This cringe-worthy masterclass sits all too comfortably next to a scene from the movie “She Said,” adapted from the 2019 book of the same title, in which three women, all New York Times reporters, meet at a bar to discuss their latest investigation. Their conversation is quickly derailed by an aggressive pickup artist, who continues to make propositions to one of the women (Carey Mulligan), even as she explains to him that they’re trying to work. Only a loud, swear-filled diatribe eventually scares him away.
Dolly Parton said it best: What a way to make a living.
“She Said” writers Jodi Kantor and Megan Twohey, along with Ronan Farrow, presented groundbreaking tales of Hollywood machinery in their reporting. There was a time, not too long ago, during the height of the ensuing #MeToo era, when every morning brought a shocking new allegation. But “it was another time,“a phrase that was once the stuff of damage control, is now a legal argument. Just because things change doesn’t mean the time is up. But even if our cynicism is justified, it’s not particularly helpful. How, then, can artists and authors renew the movement, fend off media praise, and find a new way to tell an infamously familiar story?
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Into this toxic miasma called the “cultural conversation” comes Chopra’s book and “She Said.” Chopra is best known for her critically acclaimed 1985 film “Smooth Talk,” and her work often centers on mothers and daughters, ambitious women, and coming-of-age girls.
Her autobiography traces the evolution of the role of female directors in Hollywood, drawing heavily on her five decades of film and television. The film adaptation of “She Said” by director Maria Schrader, on the other hand, seeks to transform long-form journalism into a manual journalism film, recast reporters as active protagonists whispering with sources in shady bars, and whose home and work lives inevitably fade together into a dark, gritty mess. These texts, despite their differences, adopt a common approach: they make us feel the stories we already know, fixating on the shared and embodied horrors of moving through the world as a woman.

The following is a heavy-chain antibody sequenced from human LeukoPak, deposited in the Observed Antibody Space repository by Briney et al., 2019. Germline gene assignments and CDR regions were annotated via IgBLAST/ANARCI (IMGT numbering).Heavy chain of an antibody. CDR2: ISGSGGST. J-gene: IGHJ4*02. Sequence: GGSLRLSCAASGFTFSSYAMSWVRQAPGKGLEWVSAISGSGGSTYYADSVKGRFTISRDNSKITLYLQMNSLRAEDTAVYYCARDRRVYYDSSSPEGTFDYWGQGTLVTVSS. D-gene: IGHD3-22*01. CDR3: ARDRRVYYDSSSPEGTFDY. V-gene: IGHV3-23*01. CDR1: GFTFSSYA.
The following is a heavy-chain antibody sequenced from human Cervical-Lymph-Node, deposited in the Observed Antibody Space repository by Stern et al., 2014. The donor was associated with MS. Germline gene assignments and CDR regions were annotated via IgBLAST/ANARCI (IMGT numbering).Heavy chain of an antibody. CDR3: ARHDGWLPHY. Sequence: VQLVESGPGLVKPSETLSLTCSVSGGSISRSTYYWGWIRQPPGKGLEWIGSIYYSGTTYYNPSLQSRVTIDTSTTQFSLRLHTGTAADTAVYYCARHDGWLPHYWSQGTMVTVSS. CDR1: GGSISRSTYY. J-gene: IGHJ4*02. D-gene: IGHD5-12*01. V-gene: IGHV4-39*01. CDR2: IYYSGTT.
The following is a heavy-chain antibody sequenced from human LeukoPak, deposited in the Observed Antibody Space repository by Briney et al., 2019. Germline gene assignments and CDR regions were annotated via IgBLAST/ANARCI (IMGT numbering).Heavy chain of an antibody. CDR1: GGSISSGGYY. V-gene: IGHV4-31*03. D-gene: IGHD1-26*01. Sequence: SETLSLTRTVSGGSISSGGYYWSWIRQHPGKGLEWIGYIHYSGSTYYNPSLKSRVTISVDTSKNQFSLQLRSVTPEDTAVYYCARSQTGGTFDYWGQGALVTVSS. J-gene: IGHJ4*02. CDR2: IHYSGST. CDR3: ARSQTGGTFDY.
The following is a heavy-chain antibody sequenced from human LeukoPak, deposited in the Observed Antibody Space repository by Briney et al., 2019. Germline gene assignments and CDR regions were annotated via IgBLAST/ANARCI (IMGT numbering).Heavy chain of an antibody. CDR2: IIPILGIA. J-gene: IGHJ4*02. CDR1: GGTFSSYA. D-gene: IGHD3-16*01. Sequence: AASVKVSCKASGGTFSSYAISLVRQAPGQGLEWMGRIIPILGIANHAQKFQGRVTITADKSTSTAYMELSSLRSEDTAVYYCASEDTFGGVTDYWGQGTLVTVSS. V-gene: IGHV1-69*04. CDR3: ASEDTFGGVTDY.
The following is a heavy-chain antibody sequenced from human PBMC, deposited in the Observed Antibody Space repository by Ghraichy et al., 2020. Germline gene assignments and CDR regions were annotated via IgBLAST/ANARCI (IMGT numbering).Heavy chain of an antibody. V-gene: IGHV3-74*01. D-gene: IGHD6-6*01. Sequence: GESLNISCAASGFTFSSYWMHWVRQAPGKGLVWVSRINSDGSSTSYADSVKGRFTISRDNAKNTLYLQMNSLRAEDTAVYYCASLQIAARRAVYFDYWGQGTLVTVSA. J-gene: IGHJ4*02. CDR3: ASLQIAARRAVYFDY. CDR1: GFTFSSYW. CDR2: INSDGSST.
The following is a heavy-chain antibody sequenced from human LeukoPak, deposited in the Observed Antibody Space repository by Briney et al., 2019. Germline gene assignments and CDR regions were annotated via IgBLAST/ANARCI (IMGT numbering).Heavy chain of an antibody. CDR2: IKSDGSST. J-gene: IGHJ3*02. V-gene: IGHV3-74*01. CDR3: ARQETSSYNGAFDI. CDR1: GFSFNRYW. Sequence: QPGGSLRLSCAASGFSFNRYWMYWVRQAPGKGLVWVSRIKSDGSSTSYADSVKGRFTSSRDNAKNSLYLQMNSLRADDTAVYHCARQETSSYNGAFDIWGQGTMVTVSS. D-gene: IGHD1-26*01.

In many ways, Chopra’s memoir is a standard narrative of working in the film industry, by turns dark and verbose. She’s groped by numerous producers, makes friends (cinematographer Jim Glennon, actress Laura Dern) and enemies (Sydney Pollack, Diane Keaton), and cracks for making a name for herself as a “trustworthy woman”. women director suited to ‘relationship’ TV movies” before adding, “and, if it was a murderous woman, all the better”.
She positions herself as a historical subject, opening the book with a discussion of silent-era filmmaker Alice Guy-Blache and closing with her appearance on a #MeToo panel at the 2019 Sundance Film Festival. Chopra remembers being a “sound girl” within the Drew Associates documentary film group, mildly disapproving of jingoism while appreciating the opportunities. “We were fair game,” she wrote, “but none of them made rude advances to us.” Her steady career as an arthouse filmmaker and on-demand TV director is ordinary, but the insights she offers into the profession are rare.
Where the book surprises most is with its outbursts of violence and visceral pain. Chopra writes in a style of prose that is both unwavering and unsentimental. The scenes of sexual violence begin when Chopra is a child, but these assaults are offset by upbeat anecdotes about Joan Baez and Arthur Miller. Describing what it was like after being raped by her ex-boyfriend from college, Chopra recalled “feeling separated from [her] own body… transported to a parallel universe of violence. But only two pages later, Chopra details her discovery of François Truffaut and the film magazine Cahiers du Cinéma while studying abroad in Paris. It creates a shocking transition, of course, but she writes of the rape as she writes of her two abortions: with remarkable candor, emphasizing this community of female experience without apologizing for her grief in the first instance, her relief in the second. .